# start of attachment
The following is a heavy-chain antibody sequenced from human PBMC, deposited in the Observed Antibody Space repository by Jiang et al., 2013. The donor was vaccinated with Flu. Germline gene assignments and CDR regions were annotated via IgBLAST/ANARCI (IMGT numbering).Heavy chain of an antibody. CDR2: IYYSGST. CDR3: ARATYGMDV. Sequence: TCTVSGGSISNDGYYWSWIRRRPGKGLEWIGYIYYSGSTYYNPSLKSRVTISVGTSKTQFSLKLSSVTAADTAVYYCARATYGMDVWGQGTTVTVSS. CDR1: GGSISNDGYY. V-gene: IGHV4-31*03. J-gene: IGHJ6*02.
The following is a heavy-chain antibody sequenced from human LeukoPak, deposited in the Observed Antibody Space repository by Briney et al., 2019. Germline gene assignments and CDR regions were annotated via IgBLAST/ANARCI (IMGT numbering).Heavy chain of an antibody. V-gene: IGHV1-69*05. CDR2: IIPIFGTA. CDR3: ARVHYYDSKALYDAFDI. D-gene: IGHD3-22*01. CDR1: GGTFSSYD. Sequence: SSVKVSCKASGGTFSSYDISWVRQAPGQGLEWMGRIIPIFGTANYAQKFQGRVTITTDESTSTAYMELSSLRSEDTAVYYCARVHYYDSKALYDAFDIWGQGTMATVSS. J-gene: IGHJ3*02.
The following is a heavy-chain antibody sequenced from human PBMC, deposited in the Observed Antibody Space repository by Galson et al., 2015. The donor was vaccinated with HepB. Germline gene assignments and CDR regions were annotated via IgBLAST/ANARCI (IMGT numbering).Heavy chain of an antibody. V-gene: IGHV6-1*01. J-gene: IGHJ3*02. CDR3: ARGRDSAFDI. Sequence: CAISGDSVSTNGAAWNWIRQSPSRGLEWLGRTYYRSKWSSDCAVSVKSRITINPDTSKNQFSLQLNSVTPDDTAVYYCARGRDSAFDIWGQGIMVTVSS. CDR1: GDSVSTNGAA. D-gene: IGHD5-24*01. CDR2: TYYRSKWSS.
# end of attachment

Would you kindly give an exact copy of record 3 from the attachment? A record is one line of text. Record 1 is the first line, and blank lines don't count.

The following is a heavy-chain antibody sequenced from human PBMC, deposited in the Observed Antibody Space repository by Galson et al., 2015. The donor was vaccinated with HepB. Germline gene assignments and CDR regions were annotated via IgBLAST/ANARCI (IMGT numbering).Heavy chain of an antibody. V-gene: IGHV6-1*01. J-gene: IGHJ3*02. CDR3: ARGRDSAFDI. Sequence: CAISGDSVSTNGAAWNWIRQSPSRGLEWLGRTYYRSKWSSDCAVSVKSRITINPDTSKNQFSLQLNSVTPDDTAVYYCARGRDSAFDIWGQGIMVTVSS. CDR1: GDSVSTNGAA. D-gene: IGHD5-24*01. CDR2: TYYRSKWSS.